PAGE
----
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Step away from my pills

Posted Jul 29 2013 12:00am
In the past week, there has been quite a bit of arguing going on at Pete Earley's blog and at the website of Robert Whitaker, Mad in America . I have no desire to argue with people on my blog (you can go and create your own if you dislike what I have to say), and I will not get into a fight of pro-medication versus anti-psychiatry for the sake of trying to make myself sound like I'm right. But I would refer you back to Pete Earley's blog to read this post.  That post discusses a "recovery college" called Cooper Riis where people can live in a community that is therapeutic, sort of like a state hospital was suppsed to have been at one point in our history.

It's an interesting concept that we could have communities where people with psychosis could receive help that didn't revolve around medication. I think it's also pretty unrealistic, as such facilities are, by their nature, extremely expensive and rare to find in the U.S.

I do want to say that on my blog I've never claimed medication cured me or that medication alone was the best way to go. I've been in therapy for the past six years. I see my current therapist about once a week. The times when I didn't have therapy since being diagnosed were times when I didn't have the insurance coverage to see on who I liked. I now have one who I do like, and I think she's very important in my recovery.

However, I would like to address the anti-psychiatry movement, because after my blog address got typed into some comments on Pete Earley's blog, I noticed some traffic here by new people and a few nasty comments.

You may choose to not take medications, but do not propose to make that the choice everyone has to make, or the first choice amongst a group of options for a psychotic person. The fact is that nothing, no talk therapy, no support groups, nothing that exists, can treat psychosis as well as medication can in the United States today. I don't particularly care who agrees with that; it's an obvious fact. That does not mean that we have to enjoy our medications, or that we have to pretend like there are not horrible side effects like Metabolic Syndrome, obesity, and diabetes. It also does not change the fact that many people try meds which do not work for them. It can take years to find the regimen that works, sometimes you never find that regimen, sometimes you find it and then it stops working after a while and you're back to square one.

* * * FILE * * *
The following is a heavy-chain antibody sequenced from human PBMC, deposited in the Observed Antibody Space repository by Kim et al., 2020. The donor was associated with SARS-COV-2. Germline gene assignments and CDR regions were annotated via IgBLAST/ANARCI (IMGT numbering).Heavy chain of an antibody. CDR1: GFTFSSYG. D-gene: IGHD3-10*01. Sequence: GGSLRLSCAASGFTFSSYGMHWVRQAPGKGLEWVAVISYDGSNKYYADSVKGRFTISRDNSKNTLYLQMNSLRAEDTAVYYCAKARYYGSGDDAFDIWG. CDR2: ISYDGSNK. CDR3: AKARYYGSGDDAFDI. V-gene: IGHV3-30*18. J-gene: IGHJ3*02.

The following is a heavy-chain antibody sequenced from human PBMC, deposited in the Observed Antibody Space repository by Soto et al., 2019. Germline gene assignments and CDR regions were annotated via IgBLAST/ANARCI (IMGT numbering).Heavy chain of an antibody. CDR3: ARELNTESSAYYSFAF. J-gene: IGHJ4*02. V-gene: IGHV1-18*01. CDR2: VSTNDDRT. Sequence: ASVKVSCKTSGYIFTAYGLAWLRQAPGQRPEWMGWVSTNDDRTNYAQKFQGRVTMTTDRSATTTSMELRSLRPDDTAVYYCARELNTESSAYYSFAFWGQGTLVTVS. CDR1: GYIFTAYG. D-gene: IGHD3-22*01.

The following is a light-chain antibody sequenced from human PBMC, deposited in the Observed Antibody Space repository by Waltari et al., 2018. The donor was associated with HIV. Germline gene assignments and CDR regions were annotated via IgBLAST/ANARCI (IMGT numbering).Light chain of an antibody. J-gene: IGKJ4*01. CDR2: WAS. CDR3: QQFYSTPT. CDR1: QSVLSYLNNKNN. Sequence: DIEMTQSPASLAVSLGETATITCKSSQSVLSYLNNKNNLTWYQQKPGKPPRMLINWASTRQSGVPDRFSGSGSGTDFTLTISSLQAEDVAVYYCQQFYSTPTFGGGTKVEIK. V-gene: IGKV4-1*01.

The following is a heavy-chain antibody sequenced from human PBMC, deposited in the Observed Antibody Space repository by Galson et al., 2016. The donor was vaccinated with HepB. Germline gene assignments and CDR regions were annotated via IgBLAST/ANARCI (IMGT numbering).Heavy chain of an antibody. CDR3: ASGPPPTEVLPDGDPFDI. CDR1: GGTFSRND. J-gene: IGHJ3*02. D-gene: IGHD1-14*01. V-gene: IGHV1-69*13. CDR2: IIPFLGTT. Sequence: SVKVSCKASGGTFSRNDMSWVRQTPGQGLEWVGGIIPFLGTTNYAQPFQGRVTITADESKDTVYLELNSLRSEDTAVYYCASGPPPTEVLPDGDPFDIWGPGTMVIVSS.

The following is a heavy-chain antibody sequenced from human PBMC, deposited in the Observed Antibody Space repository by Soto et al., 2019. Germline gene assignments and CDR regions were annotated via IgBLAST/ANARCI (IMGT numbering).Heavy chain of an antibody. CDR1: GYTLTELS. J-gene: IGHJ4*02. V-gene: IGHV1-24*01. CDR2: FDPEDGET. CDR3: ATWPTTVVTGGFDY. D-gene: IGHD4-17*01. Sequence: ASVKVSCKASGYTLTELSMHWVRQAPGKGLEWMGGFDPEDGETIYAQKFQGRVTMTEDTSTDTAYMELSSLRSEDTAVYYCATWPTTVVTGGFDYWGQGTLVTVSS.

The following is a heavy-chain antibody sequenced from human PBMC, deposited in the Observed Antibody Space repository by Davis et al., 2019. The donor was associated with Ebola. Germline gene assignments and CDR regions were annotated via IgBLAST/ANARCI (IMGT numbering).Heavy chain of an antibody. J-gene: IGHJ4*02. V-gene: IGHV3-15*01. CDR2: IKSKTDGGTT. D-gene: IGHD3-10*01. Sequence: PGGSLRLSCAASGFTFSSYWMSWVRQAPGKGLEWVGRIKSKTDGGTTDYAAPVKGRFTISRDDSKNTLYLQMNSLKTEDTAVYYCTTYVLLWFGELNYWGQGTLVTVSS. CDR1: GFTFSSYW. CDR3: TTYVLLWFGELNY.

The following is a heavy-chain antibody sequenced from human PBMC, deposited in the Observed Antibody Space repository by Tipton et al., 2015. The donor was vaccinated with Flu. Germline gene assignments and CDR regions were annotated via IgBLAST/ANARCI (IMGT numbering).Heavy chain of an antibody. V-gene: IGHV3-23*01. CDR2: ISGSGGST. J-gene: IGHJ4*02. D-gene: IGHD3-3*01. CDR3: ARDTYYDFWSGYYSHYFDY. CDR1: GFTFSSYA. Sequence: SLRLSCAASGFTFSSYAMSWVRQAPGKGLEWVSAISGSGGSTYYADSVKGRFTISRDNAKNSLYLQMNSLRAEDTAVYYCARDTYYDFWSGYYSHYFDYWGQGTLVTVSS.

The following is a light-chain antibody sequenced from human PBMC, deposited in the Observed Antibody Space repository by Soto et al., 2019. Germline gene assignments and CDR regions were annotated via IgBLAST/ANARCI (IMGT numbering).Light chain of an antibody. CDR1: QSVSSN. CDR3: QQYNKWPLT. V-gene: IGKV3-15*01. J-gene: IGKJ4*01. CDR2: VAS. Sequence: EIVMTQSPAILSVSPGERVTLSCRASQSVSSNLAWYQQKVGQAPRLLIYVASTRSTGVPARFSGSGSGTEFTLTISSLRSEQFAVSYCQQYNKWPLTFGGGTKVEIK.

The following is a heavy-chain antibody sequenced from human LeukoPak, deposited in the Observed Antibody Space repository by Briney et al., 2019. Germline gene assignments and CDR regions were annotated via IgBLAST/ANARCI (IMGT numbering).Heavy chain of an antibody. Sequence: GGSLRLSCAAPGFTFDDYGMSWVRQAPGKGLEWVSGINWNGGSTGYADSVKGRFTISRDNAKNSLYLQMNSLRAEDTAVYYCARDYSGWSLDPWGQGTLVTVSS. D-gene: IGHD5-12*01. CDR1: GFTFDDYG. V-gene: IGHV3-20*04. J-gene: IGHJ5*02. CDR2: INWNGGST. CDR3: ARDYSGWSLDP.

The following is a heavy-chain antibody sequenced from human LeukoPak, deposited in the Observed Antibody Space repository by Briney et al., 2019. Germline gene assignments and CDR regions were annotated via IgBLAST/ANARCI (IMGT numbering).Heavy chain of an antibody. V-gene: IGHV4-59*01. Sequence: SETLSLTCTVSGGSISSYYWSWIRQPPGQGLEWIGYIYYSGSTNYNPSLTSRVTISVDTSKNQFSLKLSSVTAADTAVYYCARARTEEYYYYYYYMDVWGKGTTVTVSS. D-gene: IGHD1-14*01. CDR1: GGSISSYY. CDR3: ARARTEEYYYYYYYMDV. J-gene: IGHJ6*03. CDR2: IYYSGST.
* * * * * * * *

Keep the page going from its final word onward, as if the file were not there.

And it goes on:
The thing is, I don't need to be a journalist, researcher or doctor to talk about this, as it's my life. I lived with active psychosis, florid psychosis, hellish psychosis for a full seven years before being put on medication that worked for me. I almost died numerous times at my own hand during those years.  Iwas in and out of hospitals. I was raped. I was unable to hold a job for more than a few weeks. I was unable to keep a roof over my head. I was unable to have solid relationships with anyone. My life wasn't about any kind of "freedom" to be in my "madness". My life was about living in a world removed from the rest of the planet, a world where I walked alone through various identities and time warps, where I tried to figure out what was going on at the mall by using books I read on quantum physics and Scientology seemed like the answer to it all.